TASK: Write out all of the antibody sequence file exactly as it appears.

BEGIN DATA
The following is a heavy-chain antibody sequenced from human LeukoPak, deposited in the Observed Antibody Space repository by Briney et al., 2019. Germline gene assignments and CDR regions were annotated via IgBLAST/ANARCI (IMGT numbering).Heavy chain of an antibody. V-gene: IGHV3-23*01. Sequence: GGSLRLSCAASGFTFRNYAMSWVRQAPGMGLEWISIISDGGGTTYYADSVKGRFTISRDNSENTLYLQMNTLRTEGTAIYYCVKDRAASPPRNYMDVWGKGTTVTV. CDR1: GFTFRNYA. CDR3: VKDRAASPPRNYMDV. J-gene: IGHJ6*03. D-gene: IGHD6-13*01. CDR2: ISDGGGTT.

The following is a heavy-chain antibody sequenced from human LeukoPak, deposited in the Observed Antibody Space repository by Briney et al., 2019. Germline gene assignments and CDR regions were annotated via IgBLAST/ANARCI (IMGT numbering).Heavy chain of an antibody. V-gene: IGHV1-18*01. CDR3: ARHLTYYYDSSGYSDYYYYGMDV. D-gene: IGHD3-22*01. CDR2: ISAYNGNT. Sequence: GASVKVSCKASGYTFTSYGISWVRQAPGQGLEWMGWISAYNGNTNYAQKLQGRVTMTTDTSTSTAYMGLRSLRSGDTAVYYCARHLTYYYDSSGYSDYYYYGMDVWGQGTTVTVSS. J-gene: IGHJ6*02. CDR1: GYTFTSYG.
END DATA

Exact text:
The following is a heavy-chain antibody sequenced from human LeukoPak, deposited in the Observed Antibody Space repository by Briney et al., 2019. Germline gene assignments and CDR regions were annotated via IgBLAST/ANARCI (IMGT numbering).Heavy chain of an antibody. V-gene: IGHV3-23*01. Sequence: GGSLRLSCAASGFTFRNYAMSWVRQAPGMGLEWISIISDGGGTTYYADSVKGRFTISRDNSENTLYLQMNTLRTEGTAIYYCVKDRAASPPRNYMDVWGKGTTVTV. CDR1: GFTFRNYA. CDR3: VKDRAASPPRNYMDV. J-gene: IGHJ6*03. D-gene: IGHD6-13*01. CDR2: ISDGGGTT.

The following is a heavy-chain antibody sequenced from human LeukoPak, deposited in the Observed Antibody Space repository by Briney et al., 2019. Germline gene assignments and CDR regions were annotated via IgBLAST/ANARCI (IMGT numbering).Heavy chain of an antibody. V-gene: IGHV1-18*01. CDR3: ARHLTYYYDSSGYSDYYYYGMDV. D-gene: IGHD3-22*01. CDR2: ISAYNGNT. Sequence: GASVKVSCKASGYTFTSYGISWVRQAPGQGLEWMGWISAYNGNTNYAQKLQGRVTMTTDTSTSTAYMGLRSLRSGDTAVYYCARHLTYYYDSSGYSDYYYYGMDVWGQGTTVTVSS. J-gene: IGHJ6*02. CDR1: GYTFTSYG.